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Steven Beitashour: On Toronto FC’s 3-5-2 and mentoring young players

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The 30-year-old admits that playing wing-back can essentially consist of running suicides if the Reds are not sharp in possession.

FC Dallas v Toronto FC Photo by Vaughn Ridley/Getty Images

If you ask a Toronto FC fan to name the club’s most important players, Sebastian Giovinco, Jozy Altidore and Michael Bradley will likely be the three most common answers you receive.

Drew Moor has arguably played his way into that top group, too, and many Reds supporters will tell you that Justin Morrow should have earned a USA recall by now. It might also be hoped that Victor Vazquez becomes an integral piece.

While his name might not immediately spring to mind among the team’s stars, however, Steven Beitashour might be as irreplaceable as any of them in 2017. Any stand-in for the likes of Giovinco and Moor will be a downgrade but Beitashour’s backups at right-back are sophomore Tsubasa Endoh, who has played the position for all of one professional game, and rookie Oyvind Alseth, a third-round pick in this winter’s SuperDraft. There is less experience behind him than at any other position on the field.

MLS: Toronto FC at Real Salt Lake Jeff Swinger-USA TODAY Sports

“They kind of did the same thing in Vancouver,” Beitashour told Waking the Red during the international break. “They had a young guy underneath me and it’s just one of those things where you try to mentor them and have them come along and it’s similar to here, so I’ve got to do the same.

“It’s just one of those things - no matter what, you’re competing, it doesn’t matter if he’s young or old. When I was a rookie in San Jose I played the second game of the season so I’m sure they were saying the same thing to the starting right-back [then], but it’s one of those things where you’re always trying to get better.

“It doesn’t matter who’s next to you - you’re really competing with yourself to get better every game. It doesn’t matter if it’s a rookie or an older player than I am, every game I try to do better, I watch the game film and try to improve and that’s all I can do and all I can control.”

MLS: MLS Cup Geoff Burke-USA TODAY Sports

The 30-year-old is warm and intelligent and will, you imagine, be an excellent example for Endoh and Alseth to follow - eventually. For now, he is focusing on himself and hitting top form after overcoming a concussion suffered in the season opener against Real Salt Lake.

“It’s still early in the year,” Beitashour pointed out. “Right now, we’re all just focused on getting yourself to the right level. It’s only three games in so it’s not going to be the same as if you’re in the middle of the year or at the end of the year. Right now we’re just focused on preparing ourselves and getting to top fitness and then we can kind of worry about the other things.”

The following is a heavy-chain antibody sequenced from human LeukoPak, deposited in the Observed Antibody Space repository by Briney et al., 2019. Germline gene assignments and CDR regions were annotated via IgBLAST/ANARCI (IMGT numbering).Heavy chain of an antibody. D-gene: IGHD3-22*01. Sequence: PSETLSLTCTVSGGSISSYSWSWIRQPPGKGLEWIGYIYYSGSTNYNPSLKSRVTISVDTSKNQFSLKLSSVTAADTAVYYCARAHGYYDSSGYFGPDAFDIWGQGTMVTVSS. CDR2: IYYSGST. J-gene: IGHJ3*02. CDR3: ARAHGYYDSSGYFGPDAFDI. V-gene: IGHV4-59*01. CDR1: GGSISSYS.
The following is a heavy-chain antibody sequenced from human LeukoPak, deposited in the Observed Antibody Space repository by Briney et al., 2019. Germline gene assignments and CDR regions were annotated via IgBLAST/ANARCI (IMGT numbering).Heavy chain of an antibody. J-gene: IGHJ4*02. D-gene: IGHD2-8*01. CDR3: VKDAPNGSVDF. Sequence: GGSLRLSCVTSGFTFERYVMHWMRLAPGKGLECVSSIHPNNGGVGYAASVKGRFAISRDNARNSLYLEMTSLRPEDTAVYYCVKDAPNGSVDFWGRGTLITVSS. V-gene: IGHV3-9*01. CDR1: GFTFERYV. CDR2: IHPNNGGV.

It’s easy to forget, given they settled in to it with such success in last season’s playoffs, but it is also early days as far as Toronto’s use of a 3-5-2 formation goes. Shifting from an orthodox right-back position to wing-back in the new system, Beitashour has more freedom to attack down the flank and made the most of it to provide the sublime cross from which Benoit Cheyrou scored one of the most famous goals in TFC history.

“I like it,” he said of the different role. “Obviously I was an attacking player growing up all the way into college, so it’s something that I’m comfortable and familiar with and I enjoy. All my years in San Jose and Vancouver I tended to get up the line anyways, so now it just gives me a little more freedom to go up there.”

It also allows Beitashour to get tighter to opposition wingers, limiting their ability to turn into space and pick up speed. “Which is a nice thing, if you play it correctly - obviously, everyone on the field has to play it correctly - then you can really put them under pressure and not give someone time and space and let them turn and run at you, so any time the team plays like that it’s definitely difficult to break us down.

“But if some guys don’t do their job, then it becomes very dangerous and you have to be very smart with when you press and when you don’t press. It’s one of those things where experience comes into play.”

The system is a higher-risk, higher-reward proposition and the downside for Beitashour and Morrow is that they feel the effects more than anyone when things do not click as the lone patrollers of the flanks. The next time you grow frustrated in the stands at BMO Field with sloppy play, know that it is not as punishing for you to watch as it is for the two wing-backs to experience.

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“It does require a lot of running, but at the same time if you play it correctly it’s not that much more running,” Beitashour explained. “It’s when you don’t play it correctly or if you’re sloppy with possession or having a lot of turnovers, then you’re asking Justin [Morrow] and I to do a lot of suicides, really.

“You’re sprinting out to give us width but then you’re sprinting back right away because we turned it over. So it’s a fine line - it’s not a lot more running unless you’re poor on the day, you turn the ball over… then it’s a lot more, then you don’t know what’s going on, you’re just blurry vision, running suicides the whole time.”

While Beitashour is now one of the teachers in the TFC squad in his second season at the club, his own education continues.

“I enjoy [watching] Chelsea, the way they play - obviously they’re doing really well right now,” he added. “But you know, [Victor] Moses in particular - he does a very good job and he’s one of the players who you think can only attack, but he’s very smart defensively, his positioning is very good. So I definitely enjoy that, the way they play.”